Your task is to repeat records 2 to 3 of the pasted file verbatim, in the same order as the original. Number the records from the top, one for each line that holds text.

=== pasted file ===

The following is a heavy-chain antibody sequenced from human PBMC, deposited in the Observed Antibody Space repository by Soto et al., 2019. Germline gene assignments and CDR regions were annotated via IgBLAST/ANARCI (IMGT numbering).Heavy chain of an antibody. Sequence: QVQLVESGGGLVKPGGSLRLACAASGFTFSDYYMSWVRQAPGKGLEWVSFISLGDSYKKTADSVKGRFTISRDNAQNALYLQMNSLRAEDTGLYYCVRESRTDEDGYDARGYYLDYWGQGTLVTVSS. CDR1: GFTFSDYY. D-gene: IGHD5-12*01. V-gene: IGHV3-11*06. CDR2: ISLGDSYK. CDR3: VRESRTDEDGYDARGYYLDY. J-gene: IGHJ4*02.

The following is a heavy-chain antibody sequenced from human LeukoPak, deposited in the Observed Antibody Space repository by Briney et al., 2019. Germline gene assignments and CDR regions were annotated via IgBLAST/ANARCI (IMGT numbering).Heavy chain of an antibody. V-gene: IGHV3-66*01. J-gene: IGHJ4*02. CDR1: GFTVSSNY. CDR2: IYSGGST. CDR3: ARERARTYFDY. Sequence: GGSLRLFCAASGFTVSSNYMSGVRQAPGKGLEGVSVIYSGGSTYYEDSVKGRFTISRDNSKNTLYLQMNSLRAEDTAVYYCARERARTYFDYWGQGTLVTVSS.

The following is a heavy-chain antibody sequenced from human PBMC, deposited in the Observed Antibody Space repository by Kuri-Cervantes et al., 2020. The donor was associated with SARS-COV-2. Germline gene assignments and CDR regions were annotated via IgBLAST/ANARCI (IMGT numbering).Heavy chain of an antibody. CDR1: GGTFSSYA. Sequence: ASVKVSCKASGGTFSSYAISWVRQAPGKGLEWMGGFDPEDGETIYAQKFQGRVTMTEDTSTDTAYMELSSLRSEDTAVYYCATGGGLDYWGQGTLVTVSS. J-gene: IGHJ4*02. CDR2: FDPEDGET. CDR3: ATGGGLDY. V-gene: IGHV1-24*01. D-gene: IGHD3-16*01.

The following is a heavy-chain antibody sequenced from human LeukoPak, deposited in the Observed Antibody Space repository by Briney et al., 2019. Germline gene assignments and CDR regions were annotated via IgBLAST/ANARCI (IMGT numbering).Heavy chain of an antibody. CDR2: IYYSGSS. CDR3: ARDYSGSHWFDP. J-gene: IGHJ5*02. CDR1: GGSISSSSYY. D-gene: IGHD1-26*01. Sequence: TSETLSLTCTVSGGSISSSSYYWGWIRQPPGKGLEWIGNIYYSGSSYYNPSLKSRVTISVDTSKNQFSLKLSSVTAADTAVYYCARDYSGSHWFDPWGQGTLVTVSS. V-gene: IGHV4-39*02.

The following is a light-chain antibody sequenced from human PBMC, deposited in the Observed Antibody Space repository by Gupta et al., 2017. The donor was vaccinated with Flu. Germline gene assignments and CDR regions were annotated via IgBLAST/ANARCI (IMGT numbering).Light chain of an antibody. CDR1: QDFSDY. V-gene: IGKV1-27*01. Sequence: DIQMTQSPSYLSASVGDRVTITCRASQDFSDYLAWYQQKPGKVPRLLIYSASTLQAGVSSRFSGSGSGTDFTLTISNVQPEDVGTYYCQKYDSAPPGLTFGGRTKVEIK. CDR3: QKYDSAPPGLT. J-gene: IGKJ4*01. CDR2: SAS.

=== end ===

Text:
The following is a heavy-chain antibody sequenced from human LeukoPak, deposited in the Observed Antibody Space repository by Briney et al., 2019. Germline gene assignments and CDR regions were annotated via IgBLAST/ANARCI (IMGT numbering).Heavy chain of an antibody. V-gene: IGHV3-66*01. J-gene: IGHJ4*02. CDR1: GFTVSSNY. CDR2: IYSGGST. CDR3: ARERARTYFDY. Sequence: GGSLRLFCAASGFTVSSNYMSGVRQAPGKGLEGVSVIYSGGSTYYEDSVKGRFTISRDNSKNTLYLQMNSLRAEDTAVYYCARERARTYFDYWGQGTLVTVSS.

The following is a heavy-chain antibody sequenced from human PBMC, deposited in the Observed Antibody Space repository by Kuri-Cervantes et al., 2020. The donor was associated with SARS-COV-2. Germline gene assignments and CDR regions were annotated via IgBLAST/ANARCI (IMGT numbering).Heavy chain of an antibody. CDR1: GGTFSSYA. Sequence: ASVKVSCKASGGTFSSYAISWVRQAPGKGLEWMGGFDPEDGETIYAQKFQGRVTMTEDTSTDTAYMELSSLRSEDTAVYYCATGGGLDYWGQGTLVTVSS. J-gene: IGHJ4*02. CDR2: FDPEDGET. CDR3: ATGGGLDY. V-gene: IGHV1-24*01. D-gene: IGHD3-16*01.